We are acutely aware of the critical problem of sex offenses against children. We find the substance of Doe's sexual fantasies about children repugnant and deplorable. But, of course, the fact that this court or the City of Lafayette finds Doe's thoughts offensive does not limit the amount of First Amendment protection they are afforded. See Free Speech Coalition, 535 U.S. at 245, 122 S.Ct. 1389 ("It is also well established that speech may not be prohibited because it concerns subjects offending our sensibilities."); Am. Booksellers Assoc. v. Hudnut, 771 F.2d 323, 327 (7th Cir.1985) ("Under the First Amendment the government must leave to the people the evaluation of ideas."); Collin v. Smith, 578 F.2d 1197, 1200 (7th Cir.1978) (noting that the First Amendment protects covered speech even though it may be "repugnant to the core values held generally by residents of this country"). Despite our repudiation of the content of his thoughts, the City of Lafayette may not punish Doe for this thinking alone, for without protection from government intrusion into our thoughts, the freedoms guaranteed by the First Amendment would be meaningless.
Accordingly, we REVERSE the judgment of the district court and REMAND for proceedings consistent with this opinion.
The dissent points out that Doe came in contact with two parks, but we think his intention in going to the first park, Columbian Park, is far from clear. Doe explained in his deposition that he lived a short distance from that park, and there is no evidence that he got out of his car or even stopped his car at the first park
Doe's psychologist testified that his ability to go to the park and manage his impulses is a positive step in his treatment and helps integrate Doe into a more normal lifestyle
Doe was not on probation in January 2000, and was not even restricted from entering the park during his period of house arrest a decade earlier, so we need not consider whether the restrictions imposed by the City might have been appropriate as a condition of release as part of the earlier criminal sentencesCf. United States v. Schave, 186 F.3d 839, 841 (7th Cir.1999).
Although we have grave concerns about the procedural due process infirmities in the method employed by the City to issue the ban, Doe does not challenge the order on this ground. This court continues to be intrigued, as it was at oral argument, by Doe's strategic decision to forgo this straightforward claim
Doe also has not challenged the ban on the ground that it is unconstitutionally overbroad
The form such mind-reading technology might take was recently the topic of a popular Steven Spielberg movie,Minority Report. The movie depicts the year 2054, in which police rely on three psychic "precognitives" that see crimes before they happen. Using these projections, the police arrest and incarcerate individuals for crimes committed only in the minds of the arrestees.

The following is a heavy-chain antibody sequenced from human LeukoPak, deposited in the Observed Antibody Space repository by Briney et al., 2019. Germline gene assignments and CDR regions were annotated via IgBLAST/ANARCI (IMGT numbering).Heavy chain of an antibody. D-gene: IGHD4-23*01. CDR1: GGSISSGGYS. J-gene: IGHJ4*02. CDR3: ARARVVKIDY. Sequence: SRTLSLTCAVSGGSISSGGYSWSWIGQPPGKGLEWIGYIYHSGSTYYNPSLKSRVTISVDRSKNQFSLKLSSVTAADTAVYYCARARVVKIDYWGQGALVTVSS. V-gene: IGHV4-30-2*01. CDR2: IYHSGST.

The Court's holding inFree Speech Coalition directly rejects the dissent's puzzling attempt to carve out categories of thoughts that should be "unprotected" because they might relate to obscenity or may "incite" unlawful action.
Doe also argues that the ban order violates a constitutionally-protected freedom to loiterCf. City of Chicago v. Morales, 527 U.S. 41, 53, 119 S.Ct. 1849, 144 L.Ed.2d 67 (1999) (plurality opinion) (remarking that the freedom to loiter for innocent purposes is protected by the Due Process Clause of the Fourteenth Amendment). In view of our holding that the ban order violates Doe's First Amendment right to freedom of thought, we find it unnecessary to reach this issue and express no view on the question.
The proscription against penalizing for ideas alone has been recognized for centuries,see 4 William Blackstone, Commentaries on Laws of England, 21 (1765) ("[N]o temporal tribunal can search the heart, or fathom the intentions of the mind, otherwise than as they are demonstrated by outward actions, it therefore cannot punish for what it cannot know."), and is reflected in modern codifications of the common law, see Model Penal Code and Commentaries, Comment to § 2.01 at 214-15 (1985) ("It is fundamental that a civilized society does not punish for thoughts alone.").
See, e.g., Garza v. State, 736 N.E.2d 323, 325 (Ind.Ct.App.2000) (despite several requests to be left alone, stalker repeatedly contacted victim, sent her flowers with a message that began "hate, anger, bitterness, malice, venom, hellish prisons of our own making," and joined her health club); Johnson v. State, 721 N.E.2d 327, 330 (Ind.Ct.App.2000) (stalker threatened to kill former girlfriend, flattened her car tires, and came to her home on many occasions, including three separate times the night he was arrested); Waldon v. State, 684 N.E.2d 206, 207 (Ind.Ct.App.1997) (despite existence of restraining order, victim encountered stalker on at least six separate occasions near her dance studio within one-year period).